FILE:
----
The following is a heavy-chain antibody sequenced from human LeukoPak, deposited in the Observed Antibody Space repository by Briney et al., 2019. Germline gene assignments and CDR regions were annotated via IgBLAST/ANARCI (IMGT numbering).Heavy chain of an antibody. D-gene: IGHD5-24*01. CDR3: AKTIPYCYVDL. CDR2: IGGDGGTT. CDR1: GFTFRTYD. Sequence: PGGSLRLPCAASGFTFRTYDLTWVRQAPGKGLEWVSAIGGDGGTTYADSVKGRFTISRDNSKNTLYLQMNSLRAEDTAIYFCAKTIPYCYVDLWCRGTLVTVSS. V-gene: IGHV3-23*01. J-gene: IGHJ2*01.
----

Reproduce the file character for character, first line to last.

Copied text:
The following is a heavy-chain antibody sequenced from human LeukoPak, deposited in the Observed Antibody Space repository by Briney et al., 2019. Germline gene assignments and CDR regions were annotated via IgBLAST/ANARCI (IMGT numbering).Heavy chain of an antibody. D-gene: IGHD5-24*01. CDR3: AKTIPYCYVDL. CDR2: IGGDGGTT. CDR1: GFTFRTYD. Sequence: PGGSLRLPCAASGFTFRTYDLTWVRQAPGKGLEWVSAIGGDGGTTYADSVKGRFTISRDNSKNTLYLQMNSLRAEDTAIYFCAKTIPYCYVDLWCRGTLVTVSS. V-gene: IGHV3-23*01. J-gene: IGHJ2*01.